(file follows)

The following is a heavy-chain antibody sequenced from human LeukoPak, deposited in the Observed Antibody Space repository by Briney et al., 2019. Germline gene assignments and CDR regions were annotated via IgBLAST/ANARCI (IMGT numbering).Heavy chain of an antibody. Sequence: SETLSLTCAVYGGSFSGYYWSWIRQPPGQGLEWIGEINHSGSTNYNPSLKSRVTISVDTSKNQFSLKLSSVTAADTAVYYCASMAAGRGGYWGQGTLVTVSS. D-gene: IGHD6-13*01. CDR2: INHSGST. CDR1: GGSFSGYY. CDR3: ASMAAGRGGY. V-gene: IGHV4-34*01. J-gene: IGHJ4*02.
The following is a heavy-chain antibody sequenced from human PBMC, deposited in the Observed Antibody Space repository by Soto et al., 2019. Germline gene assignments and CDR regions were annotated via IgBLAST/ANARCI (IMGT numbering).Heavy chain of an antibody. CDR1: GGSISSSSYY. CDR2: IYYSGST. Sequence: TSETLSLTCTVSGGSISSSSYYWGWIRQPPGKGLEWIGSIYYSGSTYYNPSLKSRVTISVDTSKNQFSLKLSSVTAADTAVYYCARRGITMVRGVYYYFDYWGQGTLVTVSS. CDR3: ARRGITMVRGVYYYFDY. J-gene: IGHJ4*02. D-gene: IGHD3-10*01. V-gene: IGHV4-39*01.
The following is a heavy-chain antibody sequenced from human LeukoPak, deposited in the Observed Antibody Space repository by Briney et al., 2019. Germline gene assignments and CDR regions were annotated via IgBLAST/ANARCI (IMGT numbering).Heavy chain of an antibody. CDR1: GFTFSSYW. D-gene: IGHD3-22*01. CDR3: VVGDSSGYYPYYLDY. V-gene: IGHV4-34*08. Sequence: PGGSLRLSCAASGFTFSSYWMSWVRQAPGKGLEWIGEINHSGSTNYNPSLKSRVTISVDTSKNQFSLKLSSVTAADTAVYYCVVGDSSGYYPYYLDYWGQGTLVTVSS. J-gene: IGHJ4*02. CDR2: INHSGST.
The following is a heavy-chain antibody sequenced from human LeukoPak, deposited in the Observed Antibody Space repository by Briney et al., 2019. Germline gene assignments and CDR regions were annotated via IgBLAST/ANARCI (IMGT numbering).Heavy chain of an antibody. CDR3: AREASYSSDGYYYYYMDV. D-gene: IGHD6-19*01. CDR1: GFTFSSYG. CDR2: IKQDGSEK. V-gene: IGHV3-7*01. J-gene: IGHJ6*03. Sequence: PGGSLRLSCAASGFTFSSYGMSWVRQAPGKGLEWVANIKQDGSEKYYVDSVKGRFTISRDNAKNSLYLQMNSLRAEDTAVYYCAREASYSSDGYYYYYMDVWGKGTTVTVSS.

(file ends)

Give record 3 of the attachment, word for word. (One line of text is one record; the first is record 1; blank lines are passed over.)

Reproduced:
The following is a heavy-chain antibody sequenced from human LeukoPak, deposited in the Observed Antibody Space repository by Briney et al., 2019. Germline gene assignments and CDR regions were annotated via IgBLAST/ANARCI (IMGT numbering).Heavy chain of an antibody. CDR1: GFTFSSYW. D-gene: IGHD3-22*01. CDR3: VVGDSSGYYPYYLDY. V-gene: IGHV4-34*08. Sequence: PGGSLRLSCAASGFTFSSYWMSWVRQAPGKGLEWIGEINHSGSTNYNPSLKSRVTISVDTSKNQFSLKLSSVTAADTAVYYCVVGDSSGYYPYYLDYWGQGTLVTVSS. J-gene: IGHJ4*02. CDR2: INHSGST.